Home Modifications & Remodels

AARP conducted a survey in December 2021 of 2,826 adults (18+) regarding how and where people want to age.  Here are some of their findings:

A third of all poll participants said they would need to modify their current residence so  they or a loved one could continue to live there if they had physical limitations.

  • 79 percent said they would need to modify bathrooms with grab bars or no-step
  • 71 percent said their home has inside and outside accessibility issues.
  • 61 percent said they would need an emergency response system.
  • 48 percent said they would need smart-home devices, like a voice activated home assistant or a doorbell camera.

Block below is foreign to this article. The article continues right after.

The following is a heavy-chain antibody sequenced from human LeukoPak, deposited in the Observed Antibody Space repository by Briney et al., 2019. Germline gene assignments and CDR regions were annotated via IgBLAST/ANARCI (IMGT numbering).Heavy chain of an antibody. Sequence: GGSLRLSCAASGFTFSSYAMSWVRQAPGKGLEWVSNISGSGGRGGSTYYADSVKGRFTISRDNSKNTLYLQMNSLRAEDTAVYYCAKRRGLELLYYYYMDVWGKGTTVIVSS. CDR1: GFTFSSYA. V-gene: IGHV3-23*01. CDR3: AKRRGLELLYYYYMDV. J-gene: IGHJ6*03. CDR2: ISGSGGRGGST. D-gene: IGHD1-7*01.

Home modifications may include widening of doorways and hallways to accommodate a wheelchair, modifications to the bathroom for accessibility and zero threshold entry ways to eliminate a tripping hazard.  Ramps can be added or built in and around the home for ease of access for those physically impaired and stair lifts installed to aid those with mobility challenges in going up and down  stairs. Some home modifications may require a licensed contractor while others, such as ramps and changing bathroom hardware, may require a handyperson or some YouTube videos (for the do-it-yourself-ers). There are companies who specialize in home remodels and modifications for the aging adult, if you are looking to make some changes to your home.


Additional Considerations